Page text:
Matt allowed the sort of beat to pass that indicated he was about to go into the non-violent version of his “I am going to inflict as much pain on you as is possible and feel righteous about it” mode. Then he continued, “And while I am aware my two companions may not agree with me on this second one, I am currently extremely skeptical of any claims from you, or anyone else currently attached to the United States government, that I should just take your word for it that doing what you want is necessary for ‘national security.’ I believe we have all heard that phrase bandied about far too much in the past decade and a half. There is currently a presidential candidate threatening to do things in the name of it that would hurt this country far more than those you claim to be protecting us from ever could…”
“Well, that has to be disputed,” Pulworth semi-sneered, “given we’re now certainly in the opening stages of a war with superheroes.”
“A war?!” Foggy burst out. “Is that the excuse you’re going to use for your unlawful imprisonment of four of the Avengers? How did they get into a war with us?! One battle with a few international police officers and another one with each other does not qualify as a war, sir, especially not with us.”
But he replied, with a gleam of triumph in his eyes, “That’s not all there is now, Ms. Nelson. Hours ago, Mr. Rogers broke into a government detention facility and freed his four fellow rogue superheroes, including the ones the three of you currently purport to represent. Now they are a group that have set themselves against the United States of America, and you must admit they have always qualified as a non-state actor, that have now committed an act of war.”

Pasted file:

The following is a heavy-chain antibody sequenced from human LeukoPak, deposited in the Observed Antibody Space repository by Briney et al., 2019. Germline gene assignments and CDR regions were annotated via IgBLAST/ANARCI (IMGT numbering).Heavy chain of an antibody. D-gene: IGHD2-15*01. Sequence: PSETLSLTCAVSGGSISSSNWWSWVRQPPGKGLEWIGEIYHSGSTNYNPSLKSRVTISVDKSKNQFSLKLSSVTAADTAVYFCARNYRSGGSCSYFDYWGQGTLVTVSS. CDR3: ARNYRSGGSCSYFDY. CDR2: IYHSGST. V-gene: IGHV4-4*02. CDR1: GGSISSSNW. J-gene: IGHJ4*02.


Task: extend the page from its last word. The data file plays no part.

Marci looked genuinely stunned. Matt betrayed no reaction. Foggy herself couldn’t help but reel a little as her mind tried to adjust to the sudden turn of events. She couldn’t say she was surprised, though. There was a reason she’d thought of their reaction to this possibility.
If he thought anything of how they had reacted to the news, Pulworth gave no sign of it. “So you see,” he said, “if you’ve had any communications with your clients, even if it only told us that they have no further hostile intent towards the United States or our allies,” meaningful tone, no doubt trying to drop a lure, “you would do a great service towards your country. Especially if they’re from Mr. Rogers, whom I believe none of you are representing. Or if their next friends have told you anything.”
“No,” said Foggy, seeing their chance there: “If you thought the escape of our clients from your custody ends the lawsuit, even though they are now forced to choose between unlawful imprisonment or dangerous exile, well, you really don’t know much about how this works, Mr. Pulworth. We can not be obligated to reveal anything that might potentially weaken our case, including our strategy, and that covers all communications with our clients and all their associates.” That might not keep them out of trouble if their communications with Stark were ever found out, but she and Matt could at least rest easy ethically.
“Of course,” Marci added, “I hope you will believe that we would have said to whoever spoke to us about jailbreaking, ‘Don’t do it.’” At least, though, she didn’t claim they would’ve meant it.
“So,” Pulworth’s tone turned dangerous, “it sounds to me like I can’t even be sure you did not know.”
"It doesn’t sound to me,” said Matt, “like you really believe we had any idea of it, but are hoping to intimidate us into breaking privilege.” Foggy knew what he was listening to, of course. And Marci, like Karen before she’d known, had gotten the impression Matt had a knack for detecting lies, and looked like she believed his words.